Mike Marshall, PhD Maverick Pitcher
MLB’s first reliever to win the Cy Young Award
In late April of 2017, I had the good fortune to be introduced by Ray Frosti, a mutual friend, to 1974 National League Cy Young Award winner, the late Dr. Mike Marshall.
At the time, I was a contributing writer for a now-defunct sports news outlet and my interview with “Iron Mike” was never published.
Dr. Marshall passed away on June 1, 2021 at the age of 78. A year after his death, I continue to be in awe of his remarkable achievements during his Cy Young season nearly half a century ago.
In 1974, playing for the Los Angeles Dodgers, Marshall made 106 appearances, pitched a mind-numbing 208 1/3 innings, and finished an astounding 83 games (a figure he somehow surpassed in 1979 at age 36 with 84 games), all of them in relief.
Marshall went 15-12 during the season, had 21 saves, and posted a 2.42 ERA. His workload continued in the postseason as he led the Dodgers to the World Series and although they lost to the 3-peat world champion Oakland A’s, Marshall pitched in all 5 games, throwing 9 innings with 10 strikeouts and finished the series with a 1.00 ERA.
This complete body of work is unquestionably the greatest season by a relief pitcher in baseball history, especially compared with today’s game, which is replete with pre-set pitch counts, innings limitations, rest requirements and middle-relief, set up and closing specialists.
Against all this, Marshall spent much of his professional and post-professional life being unfairly labeled as an ornery curmudgeon. But I found Marshall to be refreshingly non-conformist. He was totally disinterested with his place in history, his Hall of Fame potential, or in talking about his spectacular career.
Many of his answers to my questions were curt, but bluntly truthful. Marshall was not your typical retired ball player. He had a PhD in Physical Education and Exercise Physiology from Michigan State University and had been a Professor of Kinesiology for more than a decade.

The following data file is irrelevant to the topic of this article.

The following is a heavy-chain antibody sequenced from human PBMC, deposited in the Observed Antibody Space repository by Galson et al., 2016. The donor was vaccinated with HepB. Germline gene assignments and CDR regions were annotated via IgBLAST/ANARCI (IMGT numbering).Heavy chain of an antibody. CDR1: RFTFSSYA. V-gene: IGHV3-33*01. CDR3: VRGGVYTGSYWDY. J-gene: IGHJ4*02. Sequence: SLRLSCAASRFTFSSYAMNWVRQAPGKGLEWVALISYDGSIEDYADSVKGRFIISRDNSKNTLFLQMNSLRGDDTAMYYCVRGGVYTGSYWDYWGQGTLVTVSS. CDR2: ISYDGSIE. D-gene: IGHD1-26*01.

But I believe he was frustrated that his unique approaches to pitching mechanics were ignored by Major League Baseball, despite his advanced pitching expertise and stellar career which he completed at age 38, but then continued as a semi-pro for 18 more years with no arm injuries!
How else can one explain Marshall’s uncanny stability, other than he knew the correct way to throw a baseball that prevents the elbow and shoulder injuries we see in pitchers today?
Below are some highlights of my interview with Marshall, which I conducted by email since he was suffering from hearing problems that had deteriorated considerably.
Tell me about 1974. You set a record for relief appearances and innings pitched for a reliever. How did you do it mentally and physically?
The way that I tolerated it mentally and physically was that I designed a pitching motion that eliminated all physical stress. The more that I pitched, the easier it was to pitch.
When I did not pitch, I threw batting practice to the non-starters. The more that I threw, the more skilled I became. Not pitching was the problem.
That year, you tied a record for most consecutive game appearances (13), in addition to the overall workload. Did you have any shoulder, or elbow, or any other physical issues to overcome?
The pitching motion I designed made pitching easy. Kinesiology showed me the way.